Tuesday, November 9, 2010

Appetite for Awareness Recap

"I don't want dinner tonight," my older son proclaimed as we rolled out of the Philadelphia Cruise Terminal, the site of this year's Appetite for Awareness. That sentiment was a common refrain among many of the 1,600 attendees, who recently spent a gorgeous Sunday afternoon sampling gluten-free dishes from 20 area restaurants and products from dozens of vendors. This year's event, held on October 24, raised more than $225,000 that will help support the mission of the National Foundation for Celiac Awareness.

Our day began with a late-morning brunch at 10 Arts Bistro, located at the Philadelphia Ritz-Carlton (where our boys chatted in the lobby with several players for the San Francisco Giants, who were waiting for a ride to the airport fresh off their series win over the Phillies). The "gluten-free blogger brunch" was sponsored by Rudi's Organic Bakery, whose marketing director shared with the group the story behind the company's development of its gluten-free breads. (Shameless plug - check out the blogs from other guests, such as Hold The Gluten, Celiac Advocate, Gluten-Free Fun, Gluten Free Mike, Gluten Free Long Island and Renegade Kitchen.) 10 Arts pastry chef Monica Glass, who has celiac disease (read my recent Q-and-A with her), prepared wonderful petite pumpkin macarons and brownies to top off the meal.

The Cruise Terminal was a new venue for the event, and it was much easier to navigate the terrain there than at the former location, the Wells Fargo Center. At the riverside end of the hall was the Children's Pavilion, with face-painting and other activities. With a hungry group of parents and kids nearby, vendors such as Main Line Pizza, Grandma's Grotto, Rudi's - with its "PB&J Snack Attack" - and Shabtai Gourmet drew large crowds there.

The Biergarten at the other end of the terminal provided a spot for football fans to watch the Eagles-Titans game on several large-screen televisions while enjoying adult beverages and munching on turkey and Italian hoagies. The sandwiches, piled high on party trays, were made with Dietz & Watson cold cuts and Grainless Baker rolls. Bartenders mixed cocktails featuring Boyd & Blair potato vodka, distilled in western Pennsylvania.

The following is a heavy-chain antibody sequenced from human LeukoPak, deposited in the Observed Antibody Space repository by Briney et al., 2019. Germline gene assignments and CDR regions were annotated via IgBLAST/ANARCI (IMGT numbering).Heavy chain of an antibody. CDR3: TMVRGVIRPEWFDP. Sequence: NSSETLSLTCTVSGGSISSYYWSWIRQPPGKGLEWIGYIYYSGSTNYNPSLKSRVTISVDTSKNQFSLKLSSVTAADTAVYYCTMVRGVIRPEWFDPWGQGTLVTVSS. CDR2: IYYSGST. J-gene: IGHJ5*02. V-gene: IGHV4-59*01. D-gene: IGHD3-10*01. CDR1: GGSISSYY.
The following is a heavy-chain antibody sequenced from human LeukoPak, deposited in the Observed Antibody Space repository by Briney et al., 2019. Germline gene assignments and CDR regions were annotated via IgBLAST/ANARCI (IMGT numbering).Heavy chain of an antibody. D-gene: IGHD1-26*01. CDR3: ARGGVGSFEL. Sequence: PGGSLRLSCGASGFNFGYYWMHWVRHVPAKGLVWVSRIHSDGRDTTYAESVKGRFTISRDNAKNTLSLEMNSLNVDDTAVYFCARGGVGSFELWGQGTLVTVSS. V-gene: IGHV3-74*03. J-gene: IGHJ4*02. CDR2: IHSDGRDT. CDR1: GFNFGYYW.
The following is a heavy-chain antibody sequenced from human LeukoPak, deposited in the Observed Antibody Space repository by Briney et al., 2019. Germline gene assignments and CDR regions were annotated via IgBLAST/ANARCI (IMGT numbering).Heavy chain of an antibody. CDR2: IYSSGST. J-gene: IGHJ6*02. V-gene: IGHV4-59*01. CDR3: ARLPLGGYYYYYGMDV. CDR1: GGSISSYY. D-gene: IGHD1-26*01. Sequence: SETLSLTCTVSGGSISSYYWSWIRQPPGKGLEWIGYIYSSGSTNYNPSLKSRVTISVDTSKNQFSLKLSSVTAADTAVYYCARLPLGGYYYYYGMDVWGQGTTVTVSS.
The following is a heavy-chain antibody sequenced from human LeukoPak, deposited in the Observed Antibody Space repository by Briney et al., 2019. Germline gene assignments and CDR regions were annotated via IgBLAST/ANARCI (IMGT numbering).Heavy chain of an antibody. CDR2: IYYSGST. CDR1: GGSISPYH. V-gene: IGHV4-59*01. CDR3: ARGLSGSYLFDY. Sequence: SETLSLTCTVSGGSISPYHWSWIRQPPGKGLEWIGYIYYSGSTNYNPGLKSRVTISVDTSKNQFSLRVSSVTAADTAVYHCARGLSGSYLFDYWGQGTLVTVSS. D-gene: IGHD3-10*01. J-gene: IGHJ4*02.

Other restaurants and a smattering of vendors were situated toward the main entrance. Chefs from local eateries like Pasta Pomodoro, Buddakan, El Rey, Rouge and Zahav prepared gluten-free dishes for sampling. Attendees were able to vote for their favorites, and The Palm won the "People's Choice Award" for its crab cakes.

Chef demonstrations were scheduled throughout the afternoon, with Monica Glass, Le Bec Fin's Georges Perrier and cookbook author Silvana Nardone showcasing their gluten-free recipes and cooking skills before rapt crowds.

The highlight for me was the vendor tables, where I could try the latest additions to the gluten-free marketplace. This year, the two best new products I sampled were the soft pretzel bites from Tonya's Gluten Free Kitchen (based in Lebanon County, Pennsylvania) and Ian's Chocolate Wafer Bites.

How cool it was to see a warmer stuffed with gluten-free soft pretzels rather than the glutenous version. The salty, buttery nuggets were addicting: I was embarrassed to keep going back to the table to get another, then another. Tonya's products, which also include cinnamon sugar soft pretzels and bites, whoopie pies, frosted banana bars and breads, are available locally at the Great Pumpkin in West Chester, Kimberton Whole Foods and Nature's Garden in Reading.

Ian's wafer bites resembled bite-size Kit Kats, coated with smooth milk chocolate. I'm not a fan of most of the company's other products, but this is one is a winner.

Popular gluten-free bakery Udi's made its A4A debut this year, playing to the home crowd by serving slices of cheese steak pizza made with the company's crusts. Other newcomers included Wynnewood's Main Line Bakery (where I just had a delicious slice of lemon-frosted pound cake),The Grain ExchangePhiladelphia Gluten Free Ravioli Pasta Co., Glow Gluten Free, Bye Bye Gluti, O'Dough's and Gluten Free to Go.

I began attending A4A when the event was in its relative infancy, hosted the first few years by several NFCA supporters at their homes. It has grown into the region's largest gluten-free vendor fair and restaurant showcase. More importantly, over time it has attracted the attention of medical professionals and restaurant chefs who previously had little to no awareness of celiac disease.

To see more event photos and read recaps from other bloggers, visit the NFCA's event page.
Comment using:

1 comment:

  1. Sounds wonderful...thanks for the recap. Must try to get down to PA for that next year!